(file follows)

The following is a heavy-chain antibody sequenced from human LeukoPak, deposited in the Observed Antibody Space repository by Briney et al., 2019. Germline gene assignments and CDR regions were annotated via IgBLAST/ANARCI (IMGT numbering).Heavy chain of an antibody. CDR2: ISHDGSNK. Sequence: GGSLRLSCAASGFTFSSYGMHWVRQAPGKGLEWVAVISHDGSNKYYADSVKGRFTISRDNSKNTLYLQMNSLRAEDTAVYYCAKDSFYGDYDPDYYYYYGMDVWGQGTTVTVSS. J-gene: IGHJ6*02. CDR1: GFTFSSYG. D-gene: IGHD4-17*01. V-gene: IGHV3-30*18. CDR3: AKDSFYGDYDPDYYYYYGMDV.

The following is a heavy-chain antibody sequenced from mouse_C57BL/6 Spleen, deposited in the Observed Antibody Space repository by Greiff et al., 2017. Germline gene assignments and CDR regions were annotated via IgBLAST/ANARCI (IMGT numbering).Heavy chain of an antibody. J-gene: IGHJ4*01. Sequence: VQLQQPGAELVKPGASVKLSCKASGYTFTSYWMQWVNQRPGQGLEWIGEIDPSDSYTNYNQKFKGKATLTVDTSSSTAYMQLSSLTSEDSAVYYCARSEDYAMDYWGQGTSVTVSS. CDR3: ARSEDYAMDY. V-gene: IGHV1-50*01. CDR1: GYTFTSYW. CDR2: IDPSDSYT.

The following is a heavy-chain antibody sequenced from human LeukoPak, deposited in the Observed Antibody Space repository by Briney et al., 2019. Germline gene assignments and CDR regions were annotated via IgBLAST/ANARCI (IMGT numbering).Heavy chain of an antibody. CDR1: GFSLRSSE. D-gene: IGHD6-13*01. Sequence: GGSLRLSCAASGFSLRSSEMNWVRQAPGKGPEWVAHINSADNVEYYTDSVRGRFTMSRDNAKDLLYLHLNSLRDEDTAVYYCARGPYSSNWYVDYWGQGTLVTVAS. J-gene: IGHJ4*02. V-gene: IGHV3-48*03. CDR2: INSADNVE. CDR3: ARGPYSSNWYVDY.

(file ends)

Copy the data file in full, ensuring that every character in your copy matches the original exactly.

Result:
The following is a heavy-chain antibody sequenced from human LeukoPak, deposited in the Observed Antibody Space repository by Briney et al., 2019. Germline gene assignments and CDR regions were annotated via IgBLAST/ANARCI (IMGT numbering).Heavy chain of an antibody. CDR2: ISHDGSNK. Sequence: GGSLRLSCAASGFTFSSYGMHWVRQAPGKGLEWVAVISHDGSNKYYADSVKGRFTISRDNSKNTLYLQMNSLRAEDTAVYYCAKDSFYGDYDPDYYYYYGMDVWGQGTTVTVSS. J-gene: IGHJ6*02. CDR1: GFTFSSYG. D-gene: IGHD4-17*01. V-gene: IGHV3-30*18. CDR3: AKDSFYGDYDPDYYYYYGMDV.

The following is a heavy-chain antibody sequenced from mouse_C57BL/6 Spleen, deposited in the Observed Antibody Space repository by Greiff et al., 2017. Germline gene assignments and CDR regions were annotated via IgBLAST/ANARCI (IMGT numbering).Heavy chain of an antibody. J-gene: IGHJ4*01. Sequence: VQLQQPGAELVKPGASVKLSCKASGYTFTSYWMQWVNQRPGQGLEWIGEIDPSDSYTNYNQKFKGKATLTVDTSSSTAYMQLSSLTSEDSAVYYCARSEDYAMDYWGQGTSVTVSS. CDR3: ARSEDYAMDY. V-gene: IGHV1-50*01. CDR1: GYTFTSYW. CDR2: IDPSDSYT.

The following is a heavy-chain antibody sequenced from human LeukoPak, deposited in the Observed Antibody Space repository by Briney et al., 2019. Germline gene assignments and CDR regions were annotated via IgBLAST/ANARCI (IMGT numbering).Heavy chain of an antibody. CDR1: GFSLRSSE. D-gene: IGHD6-13*01. Sequence: GGSLRLSCAASGFSLRSSEMNWVRQAPGKGPEWVAHINSADNVEYYTDSVRGRFTMSRDNAKDLLYLHLNSLRDEDTAVYYCARGPYSSNWYVDYWGQGTLVTVAS. J-gene: IGHJ4*02. V-gene: IGHV3-48*03. CDR2: INSADNVE. CDR3: ARGPYSSNWYVDY.